The SSD 840 uses the same Samsung MDX S4LN021X01-8030 controller as the SSD 840 Pro, but with TLC NAND from eight 32GB packages (in the 250GB SSD 840). The board also includes 512MB of DRAM for cache with a Samsung K4P4G324EB-FGC2 module.

Consumer Synthetic Benchmarks 

All consumer SSD benchmarks are conducted with the StorageReview Consumer Testing Platform. The comparables used for this review include:

  • SanDisk Ultra Plus (256GB, Marvell 88SS9175, SanDisk 19nm eX2 ABL MLC NAND, SATA)
  • SanDisk Extreme SSD (240GB, SandForce SF-2281, SanDisk 24nm MLC Toggle NAND, SATA)
  • Samsung SSD 840 Pro (512GB, 300mhz Samsung 3-core MCX controller, Samsung 2x nm Toggle NAND Flash, SATA)
  • Plextor PX-M5S (256GB, Marvell 9174, Micron 25nm MLC NAND, SATA)
  • OCZ Vector (256GB, Indilinx IDX500M00-BC Barefoot 3, 25nm MLC NAND, SATA)

All IOMeter figures are represented as binary figures for MB/s speeds.

In our first test measuring 2MB sequential performance, the 250GB Samsung SSD 840 measured 551.80MB/s read and 247.99MB/s write, while the 500GB Samsung SSD 840 measured 506.04MB/s read and 315.29MB/s write. The Samsung SSD 840 equals the read performance of the 512GB Samsung SSD 840 Pro, however its write performances falls behind most of the drives.

In our next test looking at 2MB random transfer performance, the 250GB Samsung SSD 840 measured 489.55MB/s read and 279.24MB/s write, while the 500GB Samsung SSD 840 measured 4879.07MB/s read and 303.30MB/s write.

Switching to smaller 4k random transfers, the 250GB Samsung SSD 840 measured 6983.05 IOPS, while the 500GB Samsung SSD 840 measured 171.89 IOPS read at QD1. Write speeds measured 18144.02 IOPS (250GB) and 18105.67 IOPS (500GB). Both drives ranked towards the lower middle of the pack in read and write performance.

In our next test, we shift to a smaller 4k random workload with 100% read activity that scales from 1QD to 64QD. In this setting, the 250GB Samsung SSD 840 measured from 6910.83 IOPS up to nearly 96,000 IOPS. The 500GB Samsung SSD 840 measured 7208.44 IOPS up to nearly 98,000 IOPS.

Shifting focus to write activity, the Samsung SSD 840 performed higher than SanDisk's SSDs, and overall they ranked toward the middle of the pack. The 250GB measured 18632.21 IOPS at QD1 and peaked at just under 60,000 IOPS at QD32. The 500GB model measured 18291.34 IOPS and peaked at just over 64,000 IOPS at QD32.

Comparing average write latency between each mainstream consumer SSD, the Samsung SSD 840 ranked in the middle of the group. The 250GB Samsung SSD 840 had a time of 0.0546ms and an ultra-low peak latency of 2.01ms. The 500GB Samsung SSD 840 had a time of 0.0547ms and a very low peak latency of 3.70ms.

Our last series of synthetic benchmarks compare the hard drives in a series of server mixed-workloads with a queue depth of ranging from 1 to 128. Each of our server profile tests has a strong preference towards read activity, ranging from 67% read with our database profile to 100% read in our web server profile. In all of our mixed workloads the Samsung SSD 840 ranked at the bottom of the pack except the Web Server profile where the 840 and 840 Pro drives were highly successful.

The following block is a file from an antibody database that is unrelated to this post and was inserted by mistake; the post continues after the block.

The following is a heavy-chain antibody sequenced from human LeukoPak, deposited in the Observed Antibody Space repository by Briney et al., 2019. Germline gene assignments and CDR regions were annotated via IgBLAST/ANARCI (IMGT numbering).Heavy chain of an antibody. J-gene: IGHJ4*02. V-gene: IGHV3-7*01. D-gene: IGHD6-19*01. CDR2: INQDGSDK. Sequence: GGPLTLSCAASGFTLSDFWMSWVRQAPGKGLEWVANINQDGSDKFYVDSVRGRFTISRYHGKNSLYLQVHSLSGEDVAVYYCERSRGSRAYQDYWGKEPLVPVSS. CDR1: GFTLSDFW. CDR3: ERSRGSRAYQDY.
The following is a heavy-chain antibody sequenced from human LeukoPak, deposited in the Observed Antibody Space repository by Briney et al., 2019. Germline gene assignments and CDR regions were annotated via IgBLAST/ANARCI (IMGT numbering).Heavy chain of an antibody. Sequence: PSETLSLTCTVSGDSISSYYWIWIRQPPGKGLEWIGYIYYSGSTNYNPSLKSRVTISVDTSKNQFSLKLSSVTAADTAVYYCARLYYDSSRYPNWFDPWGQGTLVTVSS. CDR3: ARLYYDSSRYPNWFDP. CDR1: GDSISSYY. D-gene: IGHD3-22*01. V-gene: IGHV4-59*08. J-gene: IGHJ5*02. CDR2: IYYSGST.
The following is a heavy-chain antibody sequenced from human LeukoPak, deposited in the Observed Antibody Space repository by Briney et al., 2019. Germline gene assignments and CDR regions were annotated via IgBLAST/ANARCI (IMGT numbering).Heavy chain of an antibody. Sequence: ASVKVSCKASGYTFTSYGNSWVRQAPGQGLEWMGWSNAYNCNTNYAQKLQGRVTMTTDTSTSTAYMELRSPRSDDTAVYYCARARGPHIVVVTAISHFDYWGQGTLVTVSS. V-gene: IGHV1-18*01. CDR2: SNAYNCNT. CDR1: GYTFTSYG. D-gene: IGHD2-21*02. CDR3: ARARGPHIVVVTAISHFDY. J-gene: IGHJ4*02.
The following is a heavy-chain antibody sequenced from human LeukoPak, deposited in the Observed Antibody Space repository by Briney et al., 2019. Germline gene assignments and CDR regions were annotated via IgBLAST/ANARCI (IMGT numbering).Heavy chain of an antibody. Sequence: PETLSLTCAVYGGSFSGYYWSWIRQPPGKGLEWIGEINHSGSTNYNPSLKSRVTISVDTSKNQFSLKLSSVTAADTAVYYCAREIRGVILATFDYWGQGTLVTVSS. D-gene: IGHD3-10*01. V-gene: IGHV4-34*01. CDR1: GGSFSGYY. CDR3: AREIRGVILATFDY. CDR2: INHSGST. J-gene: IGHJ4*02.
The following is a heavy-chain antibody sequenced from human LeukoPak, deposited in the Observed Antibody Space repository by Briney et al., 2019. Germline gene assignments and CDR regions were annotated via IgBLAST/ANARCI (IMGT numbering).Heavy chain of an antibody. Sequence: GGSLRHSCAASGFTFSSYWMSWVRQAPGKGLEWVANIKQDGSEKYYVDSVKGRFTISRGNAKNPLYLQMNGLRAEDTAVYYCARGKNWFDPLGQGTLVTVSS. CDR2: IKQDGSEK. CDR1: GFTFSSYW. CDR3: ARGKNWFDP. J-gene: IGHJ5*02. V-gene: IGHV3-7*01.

The first is our database profile; with a 67% read and 33% write workload mix primarily centered on 8K transfer sizes.

The next profile looks at a file server, with 80% read and 20% write workload spread out over multiple transfer sizes ranging from 512-byte to 64KB.

Our web server profile is read-only with a spread of transfer sizes from 512-byte to 512KB.

The last profile looks at workstation activity, with a 20% write and 80% read mixture using 8K transfers.

Consumer Real-World Benchmarks

For the average consumer, trying to translate random 4K write speeds into an everyday situation is pretty difficult. It helps when comparing drives in every setting possible, but it doesn't exactly work out into faster everyday usage or better game loading times. For this reason we turned to our StorageMark 2010 traces, which include HTPC, Productivity, and Gaming traces to help readers find out how a drive might rank under their conditions.

The first real-life test is our HTPC scenario. In this test we include: playing one 720P HD movie in Media Player Classic, one 480P SD movie playing in VLC, three movies downloading simultaneously through iTunes, and one 1080i HDTV stream being recorded through Windows Media Center over a 15 minute period. Higher IOps and MB/s rates with lower latency times are preferred. In this trace we recorded 2,986MB being written to the drive and 1,924MB being read.

In our HTPC profile, the 250GB Samsung SSD 840 fell below the other competing consumer SSDs with an average speed of 173.67MB/s. The 500GB Samsung SSD 840 didn't perform much better, but it did beat out the SanDisk Ultra Plus 256GB with an average speed of 195.09MB/s.